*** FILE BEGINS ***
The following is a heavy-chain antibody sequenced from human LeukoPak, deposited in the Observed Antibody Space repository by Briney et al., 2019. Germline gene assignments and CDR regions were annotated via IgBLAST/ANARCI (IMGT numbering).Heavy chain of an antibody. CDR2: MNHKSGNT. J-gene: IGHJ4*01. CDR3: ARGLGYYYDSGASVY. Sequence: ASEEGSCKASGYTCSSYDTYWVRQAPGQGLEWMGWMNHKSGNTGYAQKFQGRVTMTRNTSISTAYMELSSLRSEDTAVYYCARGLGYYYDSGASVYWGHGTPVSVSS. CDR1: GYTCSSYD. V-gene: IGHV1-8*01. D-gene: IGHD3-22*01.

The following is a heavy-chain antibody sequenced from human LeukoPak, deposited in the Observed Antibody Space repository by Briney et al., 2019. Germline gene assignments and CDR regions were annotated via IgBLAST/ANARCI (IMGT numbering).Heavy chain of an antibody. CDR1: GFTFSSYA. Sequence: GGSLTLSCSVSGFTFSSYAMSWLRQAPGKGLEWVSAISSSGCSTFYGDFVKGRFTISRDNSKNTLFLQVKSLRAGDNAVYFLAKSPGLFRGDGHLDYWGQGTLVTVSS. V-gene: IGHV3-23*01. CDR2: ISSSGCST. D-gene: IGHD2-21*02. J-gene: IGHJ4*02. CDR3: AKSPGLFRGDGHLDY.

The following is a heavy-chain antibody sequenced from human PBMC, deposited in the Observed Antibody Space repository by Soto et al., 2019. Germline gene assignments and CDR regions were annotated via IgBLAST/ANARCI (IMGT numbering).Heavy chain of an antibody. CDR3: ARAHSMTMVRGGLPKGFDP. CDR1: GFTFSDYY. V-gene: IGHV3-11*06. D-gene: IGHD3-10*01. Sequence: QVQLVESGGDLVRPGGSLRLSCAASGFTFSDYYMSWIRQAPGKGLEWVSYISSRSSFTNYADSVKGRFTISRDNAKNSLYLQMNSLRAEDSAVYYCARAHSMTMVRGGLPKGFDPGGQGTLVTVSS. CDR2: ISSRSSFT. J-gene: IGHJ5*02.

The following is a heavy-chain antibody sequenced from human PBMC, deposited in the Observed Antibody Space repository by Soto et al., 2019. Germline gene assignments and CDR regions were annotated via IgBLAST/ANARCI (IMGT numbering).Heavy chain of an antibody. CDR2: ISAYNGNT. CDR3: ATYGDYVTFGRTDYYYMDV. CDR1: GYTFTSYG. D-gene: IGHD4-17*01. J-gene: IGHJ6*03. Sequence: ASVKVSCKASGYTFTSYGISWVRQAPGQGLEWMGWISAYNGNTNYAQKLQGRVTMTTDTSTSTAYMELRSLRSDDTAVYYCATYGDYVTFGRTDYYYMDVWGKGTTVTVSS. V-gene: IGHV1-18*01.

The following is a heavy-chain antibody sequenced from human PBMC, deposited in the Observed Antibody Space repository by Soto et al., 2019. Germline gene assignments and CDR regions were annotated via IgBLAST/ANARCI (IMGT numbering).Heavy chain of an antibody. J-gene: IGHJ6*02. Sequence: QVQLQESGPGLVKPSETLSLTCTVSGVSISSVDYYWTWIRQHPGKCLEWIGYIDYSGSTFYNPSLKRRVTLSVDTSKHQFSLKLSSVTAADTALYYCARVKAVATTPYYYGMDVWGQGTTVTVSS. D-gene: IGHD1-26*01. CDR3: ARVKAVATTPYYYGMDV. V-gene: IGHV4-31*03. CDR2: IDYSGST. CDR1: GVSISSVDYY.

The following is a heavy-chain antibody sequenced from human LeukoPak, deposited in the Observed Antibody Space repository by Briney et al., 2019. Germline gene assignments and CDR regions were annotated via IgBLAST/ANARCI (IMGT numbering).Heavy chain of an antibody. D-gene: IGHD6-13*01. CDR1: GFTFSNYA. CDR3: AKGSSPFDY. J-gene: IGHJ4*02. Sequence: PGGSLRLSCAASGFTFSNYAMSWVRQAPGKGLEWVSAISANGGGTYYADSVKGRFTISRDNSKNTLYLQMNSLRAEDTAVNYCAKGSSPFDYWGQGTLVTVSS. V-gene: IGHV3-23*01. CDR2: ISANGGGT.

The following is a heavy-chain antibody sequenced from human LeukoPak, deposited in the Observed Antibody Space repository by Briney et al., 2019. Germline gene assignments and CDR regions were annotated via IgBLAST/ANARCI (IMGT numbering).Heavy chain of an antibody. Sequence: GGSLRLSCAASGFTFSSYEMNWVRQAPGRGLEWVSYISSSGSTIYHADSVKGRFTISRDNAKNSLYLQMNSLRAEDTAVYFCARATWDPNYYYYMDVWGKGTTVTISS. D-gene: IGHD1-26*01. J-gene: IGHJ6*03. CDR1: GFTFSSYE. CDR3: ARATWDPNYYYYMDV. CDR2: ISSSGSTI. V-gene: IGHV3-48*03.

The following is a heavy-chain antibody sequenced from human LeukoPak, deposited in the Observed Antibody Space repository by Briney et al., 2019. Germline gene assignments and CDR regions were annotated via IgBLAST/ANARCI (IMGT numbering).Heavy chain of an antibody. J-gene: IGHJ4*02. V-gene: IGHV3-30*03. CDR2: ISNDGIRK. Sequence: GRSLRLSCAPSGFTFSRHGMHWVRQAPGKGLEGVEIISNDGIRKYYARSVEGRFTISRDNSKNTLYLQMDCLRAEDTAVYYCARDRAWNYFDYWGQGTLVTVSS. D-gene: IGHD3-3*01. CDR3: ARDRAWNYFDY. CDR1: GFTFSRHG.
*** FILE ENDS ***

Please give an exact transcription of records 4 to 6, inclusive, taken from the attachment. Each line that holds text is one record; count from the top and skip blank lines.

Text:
The following is a heavy-chain antibody sequenced from human PBMC, deposited in the Observed Antibody Space repository by Soto et al., 2019. Germline gene assignments and CDR regions were annotated via IgBLAST/ANARCI (IMGT numbering).Heavy chain of an antibody. CDR2: ISAYNGNT. CDR3: ATYGDYVTFGRTDYYYMDV. CDR1: GYTFTSYG. D-gene: IGHD4-17*01. J-gene: IGHJ6*03. Sequence: ASVKVSCKASGYTFTSYGISWVRQAPGQGLEWMGWISAYNGNTNYAQKLQGRVTMTTDTSTSTAYMELRSLRSDDTAVYYCATYGDYVTFGRTDYYYMDVWGKGTTVTVSS. V-gene: IGHV1-18*01.

The following is a heavy-chain antibody sequenced from human PBMC, deposited in the Observed Antibody Space repository by Soto et al., 2019. Germline gene assignments and CDR regions were annotated via IgBLAST/ANARCI (IMGT numbering).Heavy chain of an antibody. J-gene: IGHJ6*02. Sequence: QVQLQESGPGLVKPSETLSLTCTVSGVSISSVDYYWTWIRQHPGKCLEWIGYIDYSGSTFYNPSLKRRVTLSVDTSKHQFSLKLSSVTAADTALYYCARVKAVATTPYYYGMDVWGQGTTVTVSS. D-gene: IGHD1-26*01. CDR3: ARVKAVATTPYYYGMDV. V-gene: IGHV4-31*03. CDR2: IDYSGST. CDR1: GVSISSVDYY.

The following is a heavy-chain antibody sequenced from human LeukoPak, deposited in the Observed Antibody Space repository by Briney et al., 2019. Germline gene assignments and CDR regions were annotated via IgBLAST/ANARCI (IMGT numbering).Heavy chain of an antibody. D-gene: IGHD6-13*01. CDR1: GFTFSNYA. CDR3: AKGSSPFDY. J-gene: IGHJ4*02. Sequence: PGGSLRLSCAASGFTFSNYAMSWVRQAPGKGLEWVSAISANGGGTYYADSVKGRFTISRDNSKNTLYLQMNSLRAEDTAVNYCAKGSSPFDYWGQGTLVTVSS. V-gene: IGHV3-23*01. CDR2: ISANGGGT.